So you can imagine my disappointment when Chanel’s president of fashion activities, Bruno Pavlovsky cancelled an interview in Paris it had taken months to set up.

Instead, he insisted the location had to be

here

The hotel du Cap, Eden Roc, Cap d’Antibes. A favourite of Picasso and Edward & Mrs Simpson.

Being sent to the Riviera. On the morning of the Chanel Cruise show which was opened by Melbournian,  Abby Lee Kershaw.

This job? It’s a chore.

What is a Cruise collection?  Though they garner less press attention than those huge ready-to-wear extravaganzas revealed in Paris twice a year, cruise is far more profitable, accounting for more than 70% of clothing sales for brands worldwide because of  –slightly– more affordable price points and designs that work in places where the weather differs from France. Like Australia.

Chanel has had a presence on these shores since 1922 when the first rare flacons of Chanel no 5 arrived.  Karl has been at the helm since 1983.

Talk about surviving the fashion business!

——————————————————

What of the other luxury brands in 1985, the year my first articles were published?

back then Hermes was a scarf

Louis Vuitton was a trunk

and

Burberry was just a coat, designed by an old chap for other chaps. Although women had started wearing them too, following Meryl Streep in Kramer versus Kramer

——————————–

Let’s have a look at Burberry now.

I was in the audience of this show. But I wasn’t among the first to see it – it was tweeted to the world from backstage BEFORE the models appeared on the runway.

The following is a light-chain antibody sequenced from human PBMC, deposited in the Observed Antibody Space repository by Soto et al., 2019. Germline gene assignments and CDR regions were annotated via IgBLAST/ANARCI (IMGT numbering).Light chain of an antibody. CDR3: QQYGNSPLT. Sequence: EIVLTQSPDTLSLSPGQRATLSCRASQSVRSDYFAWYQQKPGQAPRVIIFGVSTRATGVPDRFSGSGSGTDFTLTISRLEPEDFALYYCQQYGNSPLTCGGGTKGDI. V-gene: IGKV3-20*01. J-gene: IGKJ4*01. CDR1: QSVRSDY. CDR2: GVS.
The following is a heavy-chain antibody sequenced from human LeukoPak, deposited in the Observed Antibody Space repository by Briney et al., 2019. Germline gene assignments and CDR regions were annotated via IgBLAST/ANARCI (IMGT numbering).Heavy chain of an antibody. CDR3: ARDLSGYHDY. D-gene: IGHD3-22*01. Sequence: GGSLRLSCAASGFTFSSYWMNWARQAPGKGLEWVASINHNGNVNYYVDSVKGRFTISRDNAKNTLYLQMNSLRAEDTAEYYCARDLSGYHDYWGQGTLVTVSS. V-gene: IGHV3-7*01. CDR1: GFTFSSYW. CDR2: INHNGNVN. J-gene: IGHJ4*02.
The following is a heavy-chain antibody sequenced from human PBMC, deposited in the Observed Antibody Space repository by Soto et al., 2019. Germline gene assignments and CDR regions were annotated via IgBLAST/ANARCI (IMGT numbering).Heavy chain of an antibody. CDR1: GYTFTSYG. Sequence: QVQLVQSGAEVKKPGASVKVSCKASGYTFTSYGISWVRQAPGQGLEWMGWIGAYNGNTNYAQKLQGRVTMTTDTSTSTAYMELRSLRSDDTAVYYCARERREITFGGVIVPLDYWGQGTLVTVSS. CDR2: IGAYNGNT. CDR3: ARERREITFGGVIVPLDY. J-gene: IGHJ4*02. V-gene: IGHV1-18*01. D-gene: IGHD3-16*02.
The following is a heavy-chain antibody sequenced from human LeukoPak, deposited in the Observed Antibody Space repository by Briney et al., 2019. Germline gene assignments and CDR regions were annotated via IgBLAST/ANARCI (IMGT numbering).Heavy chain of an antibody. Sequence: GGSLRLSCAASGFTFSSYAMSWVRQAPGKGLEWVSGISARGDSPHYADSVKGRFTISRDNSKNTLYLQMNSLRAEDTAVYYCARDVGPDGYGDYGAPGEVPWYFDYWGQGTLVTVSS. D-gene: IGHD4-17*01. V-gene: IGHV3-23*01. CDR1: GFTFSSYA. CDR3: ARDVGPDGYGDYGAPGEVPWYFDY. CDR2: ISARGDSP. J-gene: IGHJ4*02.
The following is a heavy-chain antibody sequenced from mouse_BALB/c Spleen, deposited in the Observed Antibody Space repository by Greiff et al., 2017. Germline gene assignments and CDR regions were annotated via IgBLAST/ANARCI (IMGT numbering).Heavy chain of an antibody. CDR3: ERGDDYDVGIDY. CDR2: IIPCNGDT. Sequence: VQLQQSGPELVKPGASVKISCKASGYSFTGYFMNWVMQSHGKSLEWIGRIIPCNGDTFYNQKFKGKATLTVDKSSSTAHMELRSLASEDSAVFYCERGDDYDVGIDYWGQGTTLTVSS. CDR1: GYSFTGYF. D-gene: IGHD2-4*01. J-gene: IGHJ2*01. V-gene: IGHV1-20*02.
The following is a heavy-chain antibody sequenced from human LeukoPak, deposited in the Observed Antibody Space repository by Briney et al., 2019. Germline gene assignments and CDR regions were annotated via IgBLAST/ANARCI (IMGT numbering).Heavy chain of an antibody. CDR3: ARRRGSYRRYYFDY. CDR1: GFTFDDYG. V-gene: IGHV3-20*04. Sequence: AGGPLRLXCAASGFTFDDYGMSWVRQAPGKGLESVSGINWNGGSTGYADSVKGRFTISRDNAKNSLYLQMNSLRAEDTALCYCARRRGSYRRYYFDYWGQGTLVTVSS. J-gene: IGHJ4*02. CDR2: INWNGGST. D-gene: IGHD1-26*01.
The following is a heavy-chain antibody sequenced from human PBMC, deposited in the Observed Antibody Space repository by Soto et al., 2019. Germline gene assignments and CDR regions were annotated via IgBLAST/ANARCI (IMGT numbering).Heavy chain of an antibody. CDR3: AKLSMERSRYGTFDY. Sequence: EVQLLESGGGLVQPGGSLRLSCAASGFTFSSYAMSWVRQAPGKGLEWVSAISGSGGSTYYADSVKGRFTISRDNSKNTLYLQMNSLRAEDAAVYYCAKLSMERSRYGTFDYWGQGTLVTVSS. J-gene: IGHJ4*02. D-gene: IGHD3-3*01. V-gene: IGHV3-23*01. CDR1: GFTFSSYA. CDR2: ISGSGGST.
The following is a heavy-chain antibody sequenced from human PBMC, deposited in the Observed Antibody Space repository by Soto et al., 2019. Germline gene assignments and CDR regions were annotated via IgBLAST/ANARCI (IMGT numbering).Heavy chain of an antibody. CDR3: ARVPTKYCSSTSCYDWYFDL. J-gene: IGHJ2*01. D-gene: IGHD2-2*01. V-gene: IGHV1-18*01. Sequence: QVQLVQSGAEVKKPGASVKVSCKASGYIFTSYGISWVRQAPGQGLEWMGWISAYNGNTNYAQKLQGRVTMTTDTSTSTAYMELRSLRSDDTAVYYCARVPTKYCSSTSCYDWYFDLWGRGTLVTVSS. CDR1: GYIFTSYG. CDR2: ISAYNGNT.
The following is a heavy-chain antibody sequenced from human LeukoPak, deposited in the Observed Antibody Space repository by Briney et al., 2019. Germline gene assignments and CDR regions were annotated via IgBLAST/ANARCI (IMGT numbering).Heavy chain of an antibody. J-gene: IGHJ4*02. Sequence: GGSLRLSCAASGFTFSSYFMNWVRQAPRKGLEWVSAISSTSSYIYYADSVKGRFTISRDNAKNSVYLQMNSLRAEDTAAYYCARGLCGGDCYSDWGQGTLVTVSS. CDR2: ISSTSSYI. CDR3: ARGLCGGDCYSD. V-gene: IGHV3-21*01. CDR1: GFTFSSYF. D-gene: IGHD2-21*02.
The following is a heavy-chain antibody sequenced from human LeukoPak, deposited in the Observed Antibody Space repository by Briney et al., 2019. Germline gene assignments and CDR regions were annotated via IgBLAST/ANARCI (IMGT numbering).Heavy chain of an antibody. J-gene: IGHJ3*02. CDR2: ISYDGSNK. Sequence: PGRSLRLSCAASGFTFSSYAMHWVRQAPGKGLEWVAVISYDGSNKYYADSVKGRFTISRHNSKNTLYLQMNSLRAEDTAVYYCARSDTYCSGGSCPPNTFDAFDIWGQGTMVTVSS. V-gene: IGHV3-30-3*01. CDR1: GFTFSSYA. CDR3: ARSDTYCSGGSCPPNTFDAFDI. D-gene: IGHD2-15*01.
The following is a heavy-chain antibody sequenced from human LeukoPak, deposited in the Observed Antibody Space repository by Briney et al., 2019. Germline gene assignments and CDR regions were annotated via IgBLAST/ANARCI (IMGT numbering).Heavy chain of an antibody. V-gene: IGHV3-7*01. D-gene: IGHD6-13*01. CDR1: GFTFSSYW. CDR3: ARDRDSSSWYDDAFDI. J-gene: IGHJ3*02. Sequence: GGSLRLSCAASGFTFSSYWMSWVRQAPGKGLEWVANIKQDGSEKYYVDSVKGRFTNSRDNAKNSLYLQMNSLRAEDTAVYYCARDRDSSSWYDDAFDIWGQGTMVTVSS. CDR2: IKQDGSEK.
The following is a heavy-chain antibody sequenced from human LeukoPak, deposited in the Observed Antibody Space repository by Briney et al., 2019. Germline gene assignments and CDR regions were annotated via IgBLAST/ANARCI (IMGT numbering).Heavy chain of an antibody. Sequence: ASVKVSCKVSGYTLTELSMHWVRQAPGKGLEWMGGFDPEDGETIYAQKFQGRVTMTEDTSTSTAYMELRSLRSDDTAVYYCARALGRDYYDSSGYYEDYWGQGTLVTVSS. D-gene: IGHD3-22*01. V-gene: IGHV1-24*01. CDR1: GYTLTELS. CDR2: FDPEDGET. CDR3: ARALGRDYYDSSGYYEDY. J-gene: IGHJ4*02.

Those of you who tweet, tumble, etc may be familiar with Burberry’s digital activity. burberry.com is available in 46 countries in six languages, its Digital platform has had over 16.6 million page views in over 200 countries. Its Facebook page has over 10.2 million fans.

And by the time I’ve read that, it’s probably out of date.

No surprise – Burberry ranks # 1 among luxury goods brands by social media activity.

———–

But Burberry is NOT the world’s No 1 luxury brand in terms of cold, hard cash

Hello Louis Vuitton,

or as they say it in China,  Ni How ELLE VEE

————————

Back in 1997, I  packed up my house and changed countries when I was hired to edit Vogue Australia.

Back in 1997, Marc Jacobs kissed his dog on the nose and started commuting between his native New York and his new job in Paris.

Here’s how we captured a downtown boy’s arrival at the then bourgeois Vuitton.

I guess Marc’s recent contract negotiations, rumoured to have topped 12 million euros a year, might make his the better job offer….

Still it was me, not multimillionaire Marc who has ended up with the greatest gift. In my opinion, anyway.